Aerwinkel Castle

The Garden

The landscape garden at Aerwinkel links the remains of a French-style Baroque garden with an English-Dutch landscape garden.

A long driveway winds its way through the English garden laid out in 1850 and leads up to the small castle and the auxiliary buildings behind it. This is the location of the café terrace, where visitors can order coffee, tea and small snacks during opening times.


A second, older avenue does not lead directly past the house but straight to the auxiliary buildings and the small café. The centuries-old chestnut trees along this avenue were already part of the French Baroque garden which was located behind the former castle farmyard. The "Sisters of Divine Provenance", who were members of the monastic order originating in France and who lived on Aerwinkel estate from 1956 to 1986, had the farmyard demolished and a chapel and auxiliary buildings made of timber erected in its place. Today, these can be hired for events.


It cannot be said with certainty who designed the English landscape garden, but it is generally assumed that the design came from architect Pierre Cuijpers, who also built Aerwinkel Castle. The Rijksmuseum and the main railway station in Amsterdam are among Cuijpers' most famous buildings. There is only one other castle with a garden likewise designed by Pierre Cuijpers (a good fifty years later) - Schloss Haarzuilen.

It is recorded that the design of the park at Aerwinkel was inspired by the garden at de Pettelaar country estate, which was designed by landscape architect Zocher.


A particularly noteworthy feature of the gardens at Aerwinkel Castle is also the fact that the trees and shrubs were planted during three different periods: 1750-1800, 1850-1870 and 1995-1998. Today, groups of trees alternate with splendid colourful herbaceous beds and twenty-year-old trees and shrubs to form a harmonious whole. Large groups of rhododendrons and azaleas have been planted above all along the driveway and the meadows to the rear. The garden at Aerwinkel can be characterised as a "woodland garden" when seen together with the wood, where many rhododendrons also flower.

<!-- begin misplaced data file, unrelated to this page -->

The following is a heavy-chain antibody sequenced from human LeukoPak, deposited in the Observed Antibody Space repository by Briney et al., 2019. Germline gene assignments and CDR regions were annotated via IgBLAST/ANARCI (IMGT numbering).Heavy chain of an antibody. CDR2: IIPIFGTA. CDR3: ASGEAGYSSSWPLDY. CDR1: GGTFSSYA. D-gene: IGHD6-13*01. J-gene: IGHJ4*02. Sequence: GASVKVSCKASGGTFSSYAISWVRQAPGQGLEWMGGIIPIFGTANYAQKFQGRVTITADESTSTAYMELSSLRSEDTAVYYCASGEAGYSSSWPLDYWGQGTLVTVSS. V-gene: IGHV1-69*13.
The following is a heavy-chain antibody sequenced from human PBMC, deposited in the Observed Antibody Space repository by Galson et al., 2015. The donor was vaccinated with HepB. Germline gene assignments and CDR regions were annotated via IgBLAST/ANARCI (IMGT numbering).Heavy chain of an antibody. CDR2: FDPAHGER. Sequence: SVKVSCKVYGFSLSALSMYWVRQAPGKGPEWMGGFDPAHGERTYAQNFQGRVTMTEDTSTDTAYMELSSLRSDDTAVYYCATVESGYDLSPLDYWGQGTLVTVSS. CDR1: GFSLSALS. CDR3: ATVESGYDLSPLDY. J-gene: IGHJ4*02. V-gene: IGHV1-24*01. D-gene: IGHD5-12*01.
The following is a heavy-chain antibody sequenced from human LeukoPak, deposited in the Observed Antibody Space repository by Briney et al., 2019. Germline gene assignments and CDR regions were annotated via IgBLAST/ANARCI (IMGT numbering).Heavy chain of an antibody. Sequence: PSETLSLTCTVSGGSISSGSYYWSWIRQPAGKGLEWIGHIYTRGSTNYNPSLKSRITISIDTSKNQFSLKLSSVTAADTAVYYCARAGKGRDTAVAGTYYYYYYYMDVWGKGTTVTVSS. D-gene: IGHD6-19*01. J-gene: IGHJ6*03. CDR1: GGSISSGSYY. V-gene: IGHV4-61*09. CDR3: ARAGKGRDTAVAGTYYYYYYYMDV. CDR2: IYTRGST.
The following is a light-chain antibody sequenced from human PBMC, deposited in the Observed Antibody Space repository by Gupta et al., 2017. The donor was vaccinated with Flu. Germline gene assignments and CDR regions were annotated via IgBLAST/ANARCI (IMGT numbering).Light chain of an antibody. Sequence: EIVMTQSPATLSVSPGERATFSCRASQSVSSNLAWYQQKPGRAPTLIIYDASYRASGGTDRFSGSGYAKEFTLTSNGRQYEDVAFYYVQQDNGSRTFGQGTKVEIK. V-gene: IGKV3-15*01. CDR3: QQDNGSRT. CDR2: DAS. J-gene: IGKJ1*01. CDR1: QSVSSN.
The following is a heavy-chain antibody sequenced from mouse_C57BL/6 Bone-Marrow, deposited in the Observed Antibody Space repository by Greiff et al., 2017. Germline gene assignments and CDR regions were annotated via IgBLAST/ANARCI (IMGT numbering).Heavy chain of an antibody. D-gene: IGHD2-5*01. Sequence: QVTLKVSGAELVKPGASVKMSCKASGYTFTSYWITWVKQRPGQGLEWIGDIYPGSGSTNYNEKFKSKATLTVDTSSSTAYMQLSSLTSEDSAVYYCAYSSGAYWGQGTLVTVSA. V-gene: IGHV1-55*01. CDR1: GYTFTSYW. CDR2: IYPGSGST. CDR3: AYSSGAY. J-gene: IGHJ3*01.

Trees and shrubs flower late into the autumn, constantly changing the park's appearance. Among them are the: handkerchief tree (Davidia involucrata), Chinese foxglove tree(Paulownia tomentosa), Japanese snowbell tree (Styrax japonica), Chinese flowering dogwood (Cornus Kousa), Carolina silverbell (Halesia Carolina), giant sequoia (Sequoia gigantea) and dawn redwood (Metasequoia), ocean spray (Holodiscus discolor), Carolina sweetshrub (Calycanthus Florida) and Abelia x grandiflora.

A beautiful fallen false acacia (Robinia pseudoacacia) has a special charm of its own, still surprising visitors with splendid blossoms at eye level even though it has been lying on the ground for fifty years. This special tree has been a popular backdrop for wedding photos for decades.

Video of the park: Video auf